I wonder if science fiction is really so easy to misunderstand. If sci-fi is just men in tight outfits scrambling across fake plaster rocks until the one in a red shirt gets killed, then of course the whole enterprise is ludicrous. But that’s never been the draw. It’s not “new stars, new gas giants” that the Enterprise seeks, but “new life, new civilizations”. Kids might tune in for the guy in a plastic lizard suit, but adults stayed for the idea of a man without emotions. Could you really live like that? What would it be like? These are the real voyages of the Enterprise in particular and sci-fi in general: not out into space, but inward into the lives of the people out there. Nobody cares that Tatooine is an arid terrestrial with a surface rich in silicon oxides that suffers from persistent dust storms; they care about Luke Skywalker, Han Solo, and what they do in that vast desert. Surely the talented writers at BioWare understand this. Yet, though they set up an intriguing story about people in their sci-fi epic Mass Effect, they inexplicably delivered a game about the rocks.
Mass Effect, in its fiction and its science, clearly belongs to the same genre of space opera as Star Trek and Star Wars. Although the game gives somewhat more consideration to real physics than the other titles, its handling of biology rests at the same level. Most alien species, with the exception of the agreeably freaky hanar, look more or less like us, right down to the mammae, with various kinds of funky head designs to disguise the fact that they have relatably human faces and bodies. This isn’t necessarily a bad thing. Although it is true that the medium of videogames frees the developer from the practical limitations that make such “aliens” necessary in live-action, actually implementing a radical design in a believable way (for instance, constructing a set of conversational mannerisms) would be incredibly difficult and would not be guaranteed to yield a creature human players could relate to. Anyway, an exploration of biological possibilities is every bit as much beside the point as the exploration of rocks. What the best sci-fi really explores is ideas about other ways of being — exploring people.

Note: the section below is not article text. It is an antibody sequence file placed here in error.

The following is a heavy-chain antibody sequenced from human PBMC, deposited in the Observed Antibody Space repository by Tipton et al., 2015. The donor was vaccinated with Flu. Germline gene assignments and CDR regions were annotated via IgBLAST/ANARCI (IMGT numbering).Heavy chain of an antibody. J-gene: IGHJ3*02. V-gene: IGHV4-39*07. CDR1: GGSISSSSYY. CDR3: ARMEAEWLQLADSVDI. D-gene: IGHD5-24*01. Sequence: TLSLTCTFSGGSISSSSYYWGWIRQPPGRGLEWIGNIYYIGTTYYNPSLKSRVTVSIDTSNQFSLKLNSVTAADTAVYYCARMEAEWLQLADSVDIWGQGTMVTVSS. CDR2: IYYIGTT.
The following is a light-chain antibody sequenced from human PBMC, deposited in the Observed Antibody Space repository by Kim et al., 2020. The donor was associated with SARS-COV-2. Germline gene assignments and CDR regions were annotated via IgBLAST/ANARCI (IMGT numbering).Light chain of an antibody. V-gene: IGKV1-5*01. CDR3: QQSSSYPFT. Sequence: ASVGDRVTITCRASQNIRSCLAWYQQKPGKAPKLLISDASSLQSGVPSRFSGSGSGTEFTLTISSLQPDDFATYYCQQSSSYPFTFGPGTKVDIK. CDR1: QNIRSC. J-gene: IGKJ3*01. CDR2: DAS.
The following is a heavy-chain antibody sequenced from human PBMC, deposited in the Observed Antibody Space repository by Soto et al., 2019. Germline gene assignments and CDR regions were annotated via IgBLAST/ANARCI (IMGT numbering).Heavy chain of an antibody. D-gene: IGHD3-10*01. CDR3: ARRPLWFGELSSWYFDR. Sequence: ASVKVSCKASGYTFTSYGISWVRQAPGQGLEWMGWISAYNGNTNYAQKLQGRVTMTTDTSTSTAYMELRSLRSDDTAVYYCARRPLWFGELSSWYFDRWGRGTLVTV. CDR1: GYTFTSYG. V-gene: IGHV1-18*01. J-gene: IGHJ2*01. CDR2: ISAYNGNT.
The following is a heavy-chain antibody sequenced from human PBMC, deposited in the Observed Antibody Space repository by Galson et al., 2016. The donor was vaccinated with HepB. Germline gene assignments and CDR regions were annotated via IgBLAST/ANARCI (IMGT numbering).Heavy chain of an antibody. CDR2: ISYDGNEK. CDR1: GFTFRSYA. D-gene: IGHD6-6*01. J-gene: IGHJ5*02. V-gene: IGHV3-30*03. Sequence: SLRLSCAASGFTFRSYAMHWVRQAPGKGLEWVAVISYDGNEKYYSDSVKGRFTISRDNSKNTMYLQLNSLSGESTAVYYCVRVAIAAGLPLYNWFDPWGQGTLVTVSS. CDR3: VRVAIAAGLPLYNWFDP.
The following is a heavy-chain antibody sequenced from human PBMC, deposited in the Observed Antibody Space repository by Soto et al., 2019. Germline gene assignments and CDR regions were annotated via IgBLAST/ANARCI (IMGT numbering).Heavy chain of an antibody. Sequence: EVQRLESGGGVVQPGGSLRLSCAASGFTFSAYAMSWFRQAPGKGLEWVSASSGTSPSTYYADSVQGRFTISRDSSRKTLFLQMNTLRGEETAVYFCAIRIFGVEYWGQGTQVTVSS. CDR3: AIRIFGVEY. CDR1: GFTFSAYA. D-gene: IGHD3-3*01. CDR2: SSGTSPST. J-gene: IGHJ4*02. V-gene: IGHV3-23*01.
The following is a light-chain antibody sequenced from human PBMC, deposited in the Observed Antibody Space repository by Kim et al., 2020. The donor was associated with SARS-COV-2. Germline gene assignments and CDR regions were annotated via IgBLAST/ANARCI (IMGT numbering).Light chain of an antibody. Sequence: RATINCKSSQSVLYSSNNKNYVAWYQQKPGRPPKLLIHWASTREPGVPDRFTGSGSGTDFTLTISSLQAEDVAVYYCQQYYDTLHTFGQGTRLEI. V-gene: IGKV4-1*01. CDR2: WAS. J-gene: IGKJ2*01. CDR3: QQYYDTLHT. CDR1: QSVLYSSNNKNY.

Mass Effect grabs hold of this possibility early on when we are introduced to the Citadel, an enormous space station of mysterious origin that serves as the seat of galactic politics and culture. Here dozens of races butt up against one another, and we are offered glimpses of intriguing new cultures: the libertarian militarism of the turians, the intensely political salarians, the religious hanar, and the slow-speaking elcor who preface every statement with a description of its emotional underpinning. Not all of these races are so interesting (the plight of the quarians quotes far too literally from Battlestar Galactica), but I found the possibilities exciting, especially given the relatively weak position of humanity in this milieu. I thought that the powerful conversation system and the generally well-written characters could be leveraged into an exploration of this rich society. Instead, I was given the 2183 equivalent of an ill-handling dune buggy and sent on the Johnny Shepard Good-Times Tour of the galaxy’s most desolate shitholes. Bouncing across the tenth absurdly craggy moonscape to the fifteenth identical base, I wondered why I was still playing.
The answer should be the story, which is a very standard space opera, delivered with just enough cleverness and originality to stay interesting despite its scenery-chewing villains and reliance on played-out fantasy tropes. The player must track down the turncoat galactic agent Saren, who has forged an alliance with the Reapers, an serially-genocidal machine race from the depths of space. He and most of his organic allies have had their minds corrupted by Sovereign, an enormous ship which at first seems to be merely connected to the Reapers. At least in the order I played its missions, the game seemed to time its revelations well and develop them properly.